Imaging of glucose metabolism by 13C-MRI distinguishes pancreatic cancer subtypes in mice

  1. Shun Kishimoto
  2. Jeffrey R Brender  Is a corresponding author
  3. Daniel R Crooks
  4. Shingo Matsumoto
  5. Tomohiro Seki
  6. Nobu Oshima
  7. Hellmut Merkle
  8. Penghui Lin
  9. Galen Reed
  10. Albert P Chen
  11. Jan Henrik Ardenkjaer-Larsen
  12. Jeeva Munasinghe
  13. Keita Saito
  14. Kazutoshi Yamamoto
  15. Peter L Choyke
  16. James Mitchell
  17. Andrew N Lane
  18. Teresa Fan
  19. W Marston Linehan
  20. Murali C Krishna  Is a corresponding author
  1. National Cancer Institute, National Institutes of Health, United States
  2. Hokkaido University, Japan
  3. National Institute of Neurological Disorders and Stroke, National Institutes of Health, United States
  4. University of Kentucky, United States
  5. GE Healthcare, Canada

Abstract

Metabolic differences among and within tumors can be an important determinant in cancer treatment outcome. However, methods for determining these differences non-invasively in vivo is lacking. Using pancreatic ductal adenocarcinoma as a model, we demonstrate that tumor xenografts with a similar genetic background can be distinguished by their differing rates of the metabolism of 13C labeled glucose tracers, which can be imaged without hyperpolarization using newly developed techniques for noise suppression. Using this method, cancer subtypes that appeared to have similar metabolic profiles based on steady state metabolic measurement can be distinguished from each other. The metabolic maps from 13C-glucose imaging localized lactate production and overall glucose metabolism to different regions of some tumors. Such tumor heterogeneity was not detectable in FDG-PET.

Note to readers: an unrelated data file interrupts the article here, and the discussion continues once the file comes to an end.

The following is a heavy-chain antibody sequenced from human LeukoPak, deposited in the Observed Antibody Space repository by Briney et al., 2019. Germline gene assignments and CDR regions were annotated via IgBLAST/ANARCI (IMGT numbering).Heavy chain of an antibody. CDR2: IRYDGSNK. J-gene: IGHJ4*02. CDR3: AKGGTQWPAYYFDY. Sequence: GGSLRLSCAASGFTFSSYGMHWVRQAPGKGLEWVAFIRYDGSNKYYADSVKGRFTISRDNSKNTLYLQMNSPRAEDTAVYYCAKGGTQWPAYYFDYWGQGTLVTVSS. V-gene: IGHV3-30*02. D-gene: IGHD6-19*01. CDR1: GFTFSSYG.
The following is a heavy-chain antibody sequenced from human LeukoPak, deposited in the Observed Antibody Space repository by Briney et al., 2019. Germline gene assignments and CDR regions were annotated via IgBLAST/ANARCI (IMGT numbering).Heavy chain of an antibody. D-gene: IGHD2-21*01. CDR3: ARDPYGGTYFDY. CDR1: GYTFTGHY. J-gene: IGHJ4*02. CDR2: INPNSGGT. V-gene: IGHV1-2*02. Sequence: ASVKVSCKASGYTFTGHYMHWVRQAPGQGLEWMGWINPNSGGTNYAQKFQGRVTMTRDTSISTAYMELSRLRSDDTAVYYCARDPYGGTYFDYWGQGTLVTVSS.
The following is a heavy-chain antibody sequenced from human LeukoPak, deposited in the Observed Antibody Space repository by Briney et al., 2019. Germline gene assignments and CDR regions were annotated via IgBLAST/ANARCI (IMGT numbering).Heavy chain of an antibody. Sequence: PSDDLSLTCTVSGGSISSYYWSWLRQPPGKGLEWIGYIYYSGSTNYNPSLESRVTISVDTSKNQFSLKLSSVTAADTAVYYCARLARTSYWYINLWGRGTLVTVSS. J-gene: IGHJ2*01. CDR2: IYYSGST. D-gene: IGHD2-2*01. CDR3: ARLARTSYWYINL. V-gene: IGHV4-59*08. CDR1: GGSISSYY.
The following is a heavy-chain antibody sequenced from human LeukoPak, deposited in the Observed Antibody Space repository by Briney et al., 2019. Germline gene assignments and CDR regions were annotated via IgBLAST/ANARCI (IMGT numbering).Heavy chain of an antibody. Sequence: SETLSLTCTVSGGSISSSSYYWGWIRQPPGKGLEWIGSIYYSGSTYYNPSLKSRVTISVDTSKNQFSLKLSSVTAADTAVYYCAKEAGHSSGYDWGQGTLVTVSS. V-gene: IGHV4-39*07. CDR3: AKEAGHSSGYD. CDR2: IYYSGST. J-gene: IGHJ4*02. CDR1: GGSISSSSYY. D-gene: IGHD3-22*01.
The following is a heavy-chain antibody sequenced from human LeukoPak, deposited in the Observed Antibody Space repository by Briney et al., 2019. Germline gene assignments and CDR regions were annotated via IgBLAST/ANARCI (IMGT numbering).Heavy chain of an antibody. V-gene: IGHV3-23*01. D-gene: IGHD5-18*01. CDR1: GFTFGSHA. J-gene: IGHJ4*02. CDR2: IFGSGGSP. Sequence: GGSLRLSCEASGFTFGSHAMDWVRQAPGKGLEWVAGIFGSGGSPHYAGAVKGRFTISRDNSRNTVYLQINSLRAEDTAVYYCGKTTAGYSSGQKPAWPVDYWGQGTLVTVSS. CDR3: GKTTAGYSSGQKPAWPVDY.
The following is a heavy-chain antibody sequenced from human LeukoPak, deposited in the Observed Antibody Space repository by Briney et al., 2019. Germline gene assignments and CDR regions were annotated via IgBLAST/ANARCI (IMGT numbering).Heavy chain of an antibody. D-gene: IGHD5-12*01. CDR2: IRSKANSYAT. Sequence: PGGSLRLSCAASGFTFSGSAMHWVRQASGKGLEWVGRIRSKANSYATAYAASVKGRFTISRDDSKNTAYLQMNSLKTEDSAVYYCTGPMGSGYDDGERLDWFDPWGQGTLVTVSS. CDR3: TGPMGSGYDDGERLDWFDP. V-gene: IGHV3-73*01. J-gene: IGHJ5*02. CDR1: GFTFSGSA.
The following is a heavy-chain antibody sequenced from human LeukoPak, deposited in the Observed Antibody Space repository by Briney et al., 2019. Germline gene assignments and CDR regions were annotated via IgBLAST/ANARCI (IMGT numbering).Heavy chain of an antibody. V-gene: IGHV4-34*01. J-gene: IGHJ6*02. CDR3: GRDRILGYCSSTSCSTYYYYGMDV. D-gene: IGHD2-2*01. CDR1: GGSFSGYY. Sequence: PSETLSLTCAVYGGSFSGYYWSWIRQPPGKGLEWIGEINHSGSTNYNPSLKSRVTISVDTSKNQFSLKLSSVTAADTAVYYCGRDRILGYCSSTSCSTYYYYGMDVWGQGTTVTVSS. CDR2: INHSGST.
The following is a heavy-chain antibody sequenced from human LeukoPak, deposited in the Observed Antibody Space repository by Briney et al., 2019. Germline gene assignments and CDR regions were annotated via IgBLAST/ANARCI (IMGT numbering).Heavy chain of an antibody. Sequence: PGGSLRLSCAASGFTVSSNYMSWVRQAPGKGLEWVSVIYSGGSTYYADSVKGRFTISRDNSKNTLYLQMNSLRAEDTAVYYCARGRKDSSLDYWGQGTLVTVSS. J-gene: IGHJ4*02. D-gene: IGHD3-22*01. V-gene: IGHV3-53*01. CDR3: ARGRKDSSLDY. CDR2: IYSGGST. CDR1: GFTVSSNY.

Data availability

Glucose imaging data and related files have been deposited to Dataverse at https://doi.org/10.7910/DVN/XU9XH9

Article and author information

Author details

  1. Shun Kishimoto

    Radiation Biology Branch, National Cancer Institute, National Institutes of Health, Bethesda, United States
    Competing interests
    No competing interests declared.
  2. Jeffrey R Brender

    Radiation Biology Branch, National Cancer Institute, National Institutes of Health, Bethesda, United States
    For correspondence
    cherukum@mail.nih.gov
    Competing interests
    No competing interests declared.
    ORCID icon "This ORCID iD identifies the author of this article:" 0000-0001-7487-6169
  3. Daniel R Crooks

    Radiation Biology Branch, National Cancer Institute, National Institutes of Health, Bethesda, United States
    Competing interests
    No competing interests declared.
  4. Shingo Matsumoto

    Graduate School of Information Science and Technology, Division of Bioengineering and Bioinformatics, Hokkaido University, Sapporo, Japan
    Competing interests
    No competing interests declared.
  5. Tomohiro Seki

    Radiation Biology Branch, National Cancer Institute, National Institutes of Health, Bethesda, United States
    Competing interests
    No competing interests declared.
  6. Nobu Oshima

    Radiation Biology Branch, National Cancer Institute, National Institutes of Health, Bethesda, United States
    Competing interests
    No competing interests declared.
  7. Hellmut Merkle

    National Institute of Neurological Disorders and Stroke, National Institutes of Health, Bethesda, United States
    Competing interests
    No competing interests declared.
  8. Penghui Lin

    Department of Toxicology and Cancer Biology, University of Kentucky, Lexington, United States
    Competing interests
    No competing interests declared.
  9. Galen Reed

    Research Circle Technology, GE Healthcare, Toronto, Canada
    Competing interests
    Galen Reed, is affiliated with GE HealthCare. The author has no other competing interests to declare..
  10. Albert P Chen

    Research Circle Technology, GE Healthcare, Toronto, Canada
    Competing interests